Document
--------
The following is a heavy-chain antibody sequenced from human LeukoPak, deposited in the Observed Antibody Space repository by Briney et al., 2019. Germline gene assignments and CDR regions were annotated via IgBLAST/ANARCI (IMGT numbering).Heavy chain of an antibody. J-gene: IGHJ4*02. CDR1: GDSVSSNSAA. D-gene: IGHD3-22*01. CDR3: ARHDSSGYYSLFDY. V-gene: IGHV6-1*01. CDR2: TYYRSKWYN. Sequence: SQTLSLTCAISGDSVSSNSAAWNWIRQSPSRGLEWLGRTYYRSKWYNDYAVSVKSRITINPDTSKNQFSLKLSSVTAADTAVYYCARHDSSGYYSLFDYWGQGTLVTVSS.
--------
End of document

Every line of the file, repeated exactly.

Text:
The following is a heavy-chain antibody sequenced from human LeukoPak, deposited in the Observed Antibody Space repository by Briney et al., 2019. Germline gene assignments and CDR regions were annotated via IgBLAST/ANARCI (IMGT numbering).Heavy chain of an antibody. J-gene: IGHJ4*02. CDR1: GDSVSSNSAA. D-gene: IGHD3-22*01. CDR3: ARHDSSGYYSLFDY. V-gene: IGHV6-1*01. CDR2: TYYRSKWYN. Sequence: SQTLSLTCAISGDSVSSNSAAWNWIRQSPSRGLEWLGRTYYRSKWYNDYAVSVKSRITINPDTSKNQFSLKLSSVTAADTAVYYCARHDSSGYYSLFDYWGQGTLVTVSS.